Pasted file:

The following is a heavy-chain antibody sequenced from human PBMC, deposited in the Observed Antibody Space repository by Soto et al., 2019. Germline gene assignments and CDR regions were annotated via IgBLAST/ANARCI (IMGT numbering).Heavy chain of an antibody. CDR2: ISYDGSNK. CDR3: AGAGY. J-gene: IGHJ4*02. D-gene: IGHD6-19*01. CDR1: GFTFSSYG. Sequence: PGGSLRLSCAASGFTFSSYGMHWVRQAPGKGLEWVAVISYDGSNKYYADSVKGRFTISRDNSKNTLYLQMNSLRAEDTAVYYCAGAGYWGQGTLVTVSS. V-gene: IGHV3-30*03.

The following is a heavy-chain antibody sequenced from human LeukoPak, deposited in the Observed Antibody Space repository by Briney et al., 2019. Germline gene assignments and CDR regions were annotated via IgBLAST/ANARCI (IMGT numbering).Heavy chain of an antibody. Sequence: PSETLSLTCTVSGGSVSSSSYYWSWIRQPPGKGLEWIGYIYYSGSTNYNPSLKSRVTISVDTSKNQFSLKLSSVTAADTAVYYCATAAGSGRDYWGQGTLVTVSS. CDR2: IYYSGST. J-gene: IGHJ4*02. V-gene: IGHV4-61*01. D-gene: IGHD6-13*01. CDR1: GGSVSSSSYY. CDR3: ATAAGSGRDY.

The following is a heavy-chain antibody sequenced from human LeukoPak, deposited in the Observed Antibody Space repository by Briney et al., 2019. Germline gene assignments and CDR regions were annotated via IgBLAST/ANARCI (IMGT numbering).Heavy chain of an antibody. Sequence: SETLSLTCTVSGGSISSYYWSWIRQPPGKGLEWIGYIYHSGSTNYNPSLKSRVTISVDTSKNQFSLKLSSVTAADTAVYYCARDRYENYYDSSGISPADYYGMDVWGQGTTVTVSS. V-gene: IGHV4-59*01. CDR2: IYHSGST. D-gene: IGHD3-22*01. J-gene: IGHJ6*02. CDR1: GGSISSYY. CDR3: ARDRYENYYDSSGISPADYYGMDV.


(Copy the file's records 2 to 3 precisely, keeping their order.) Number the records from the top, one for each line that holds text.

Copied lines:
The following is a heavy-chain antibody sequenced from human LeukoPak, deposited in the Observed Antibody Space repository by Briney et al., 2019. Germline gene assignments and CDR regions were annotated via IgBLAST/ANARCI (IMGT numbering).Heavy chain of an antibody. Sequence: PSETLSLTCTVSGGSVSSSSYYWSWIRQPPGKGLEWIGYIYYSGSTNYNPSLKSRVTISVDTSKNQFSLKLSSVTAADTAVYYCATAAGSGRDYWGQGTLVTVSS. CDR2: IYYSGST. J-gene: IGHJ4*02. V-gene: IGHV4-61*01. D-gene: IGHD6-13*01. CDR1: GGSVSSSSYY. CDR3: ATAAGSGRDY.

The following is a heavy-chain antibody sequenced from human LeukoPak, deposited in the Observed Antibody Space repository by Briney et al., 2019. Germline gene assignments and CDR regions were annotated via IgBLAST/ANARCI (IMGT numbering).Heavy chain of an antibody. Sequence: SETLSLTCTVSGGSISSYYWSWIRQPPGKGLEWIGYIYHSGSTNYNPSLKSRVTISVDTSKNQFSLKLSSVTAADTAVYYCARDRYENYYDSSGISPADYYGMDVWGQGTTVTVSS. V-gene: IGHV4-59*01. CDR2: IYHSGST. D-gene: IGHD3-22*01. J-gene: IGHJ6*02. CDR1: GGSISSYY. CDR3: ARDRYENYYDSSGISPADYYGMDV.